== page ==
Malawi: Public water utility provider Posts US$60 million loss in its water provision operations.

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Our Reporter in Malawi
June 20, 2011

One of the three Malawi’s public water utility providers, the Northern Region Water Board has posted US$60 million loss in its water provision operations, government authorities have revealed.

The authorities attribute the loss to poor management of water resources such as failure to repair broken pipes and leakage of water pipes.

The loss is despite government’s annual financial allocations to aid the smooth operations of the water parastatal.

However, government has in the 2011/2012 national budget under debate in the capital Lilongwe introduced a 16.5 percent value added tax on water.

Finance minister Ken Kandodo during the budget presentation justified the tax introduction on water to huge costs of equipment on the international market.

Malawi's Minister of Finance Ken Kandodo

This however, is being refuted by the public as they think government wants to collect more revenue for its zero deficit budget.

This means that consumers should forget having improved water delivery as the board will not be able to procure new equipment for expansion projects.

“This is bad as it translates into high its tarrifs already.” Said Mary Mkandawire, a mother of three children.

The northern region water board provides water to more than 3 million Malawians in the northern region districts like Rumphi, Karonga, Mzimba, Chitipa, Karonga and Likoma.

Main opposition, Malawi Congress Party, Financial Spokesperson Joseph Njovuyalema says the loss is pathetic since the authorities are bankrolling the utility without any profits at all.

According to Njovuyalema there is need for a complete overhaul of the board.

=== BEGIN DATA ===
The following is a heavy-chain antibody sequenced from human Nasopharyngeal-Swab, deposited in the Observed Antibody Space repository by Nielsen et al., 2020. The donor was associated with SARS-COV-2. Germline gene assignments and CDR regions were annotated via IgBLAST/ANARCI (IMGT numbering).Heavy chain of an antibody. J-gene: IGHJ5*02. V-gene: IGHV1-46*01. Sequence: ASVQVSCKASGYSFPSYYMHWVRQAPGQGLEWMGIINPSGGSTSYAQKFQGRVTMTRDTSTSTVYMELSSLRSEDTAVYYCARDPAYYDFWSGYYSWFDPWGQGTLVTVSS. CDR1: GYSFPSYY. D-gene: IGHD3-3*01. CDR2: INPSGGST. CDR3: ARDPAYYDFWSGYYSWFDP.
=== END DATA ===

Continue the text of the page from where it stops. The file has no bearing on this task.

Meanwhile, the Blantyre Water Board which provides water to Malawi’s commercial capital Blantyre with a population of 2 million people has been lauded for making K30 million profits respectively.

The board has since launched an intensive rehabilitation of its infrastructure to increase water production capacity.

The Board’s acting Chief Executive Billy Kamphinda: “The exercise is going to take 16 months; beginning August this year.”

“After a lengthy and rigorous procurement process, last week we signed a contract with a contractor called Gammon- Technofab Joint Venture of Mumbai in India to commence the rehabilitation and upgrading of our main pumping stations– the Intake and High Lift pumping stations– at the Walkers Ferry and rehabilitation of the twin pipeline to Chileka,” Kamphinda Banda said.

He added that the contractors would start mobilising themselves so that the works on the Walkers Ferry starts by August this year.

The Rehabilitation includes treatment works at Walkers Ferry and Chileka Pumping Station as well as construction of additional storage reservoirs in the city.

“Our desire is to have these projects implemented as concurrently to each other as possible to yield maximum benefits from them and the Board is making all efforts to achieve this. We’re, therefore, appealing to our customers and all stakeholders to continue being patient with us for a while as we implement this project and will continue to update the public through you because there will be a lot of activities being carried out during the implementation period,” Kamphinda Banda said.

The Board further stated that these works would cause some interruptions but as part of the signed agreement with the contractor, they would ensure that the interruptions are minimized.

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